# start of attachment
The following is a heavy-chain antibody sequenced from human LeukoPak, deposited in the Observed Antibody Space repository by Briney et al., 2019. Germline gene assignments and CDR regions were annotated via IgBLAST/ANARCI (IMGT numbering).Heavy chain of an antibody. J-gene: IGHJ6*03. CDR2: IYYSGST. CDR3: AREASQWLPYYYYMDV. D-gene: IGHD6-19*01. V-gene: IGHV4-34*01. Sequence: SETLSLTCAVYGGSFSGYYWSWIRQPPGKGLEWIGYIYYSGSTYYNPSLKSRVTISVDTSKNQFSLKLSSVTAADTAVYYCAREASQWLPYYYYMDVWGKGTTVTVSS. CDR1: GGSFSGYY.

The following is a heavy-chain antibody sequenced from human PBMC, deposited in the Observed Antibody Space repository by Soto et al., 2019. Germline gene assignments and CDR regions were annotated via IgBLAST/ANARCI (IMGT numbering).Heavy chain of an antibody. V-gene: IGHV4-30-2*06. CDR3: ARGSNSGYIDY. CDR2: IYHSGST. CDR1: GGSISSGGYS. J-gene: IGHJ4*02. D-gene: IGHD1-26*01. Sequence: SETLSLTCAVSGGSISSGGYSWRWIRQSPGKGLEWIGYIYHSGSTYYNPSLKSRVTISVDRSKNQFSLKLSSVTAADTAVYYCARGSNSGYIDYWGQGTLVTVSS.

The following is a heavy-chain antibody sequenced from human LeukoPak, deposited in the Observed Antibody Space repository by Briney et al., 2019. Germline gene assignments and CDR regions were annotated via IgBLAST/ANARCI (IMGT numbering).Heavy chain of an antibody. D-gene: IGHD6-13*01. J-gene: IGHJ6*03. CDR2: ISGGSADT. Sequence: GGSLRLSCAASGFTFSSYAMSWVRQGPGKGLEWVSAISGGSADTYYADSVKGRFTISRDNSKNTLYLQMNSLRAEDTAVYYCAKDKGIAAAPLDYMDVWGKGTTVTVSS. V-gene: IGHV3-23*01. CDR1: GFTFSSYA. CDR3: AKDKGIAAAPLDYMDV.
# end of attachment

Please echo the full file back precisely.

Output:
The following is a heavy-chain antibody sequenced from human LeukoPak, deposited in the Observed Antibody Space repository by Briney et al., 2019. Germline gene assignments and CDR regions were annotated via IgBLAST/ANARCI (IMGT numbering).Heavy chain of an antibody. J-gene: IGHJ6*03. CDR2: IYYSGST. CDR3: AREASQWLPYYYYMDV. D-gene: IGHD6-19*01. V-gene: IGHV4-34*01. Sequence: SETLSLTCAVYGGSFSGYYWSWIRQPPGKGLEWIGYIYYSGSTYYNPSLKSRVTISVDTSKNQFSLKLSSVTAADTAVYYCAREASQWLPYYYYMDVWGKGTTVTVSS. CDR1: GGSFSGYY.

The following is a heavy-chain antibody sequenced from human PBMC, deposited in the Observed Antibody Space repository by Soto et al., 2019. Germline gene assignments and CDR regions were annotated via IgBLAST/ANARCI (IMGT numbering).Heavy chain of an antibody. V-gene: IGHV4-30-2*06. CDR3: ARGSNSGYIDY. CDR2: IYHSGST. CDR1: GGSISSGGYS. J-gene: IGHJ4*02. D-gene: IGHD1-26*01. Sequence: SETLSLTCAVSGGSISSGGYSWRWIRQSPGKGLEWIGYIYHSGSTYYNPSLKSRVTISVDRSKNQFSLKLSSVTAADTAVYYCARGSNSGYIDYWGQGTLVTVSS.

The following is a heavy-chain antibody sequenced from human LeukoPak, deposited in the Observed Antibody Space repository by Briney et al., 2019. Germline gene assignments and CDR regions were annotated via IgBLAST/ANARCI (IMGT numbering).Heavy chain of an antibody. D-gene: IGHD6-13*01. J-gene: IGHJ6*03. CDR2: ISGGSADT. Sequence: GGSLRLSCAASGFTFSSYAMSWVRQGPGKGLEWVSAISGGSADTYYADSVKGRFTISRDNSKNTLYLQMNSLRAEDTAVYYCAKDKGIAAAPLDYMDVWGKGTTVTVSS. V-gene: IGHV3-23*01. CDR1: GFTFSSYA. CDR3: AKDKGIAAAPLDYMDV.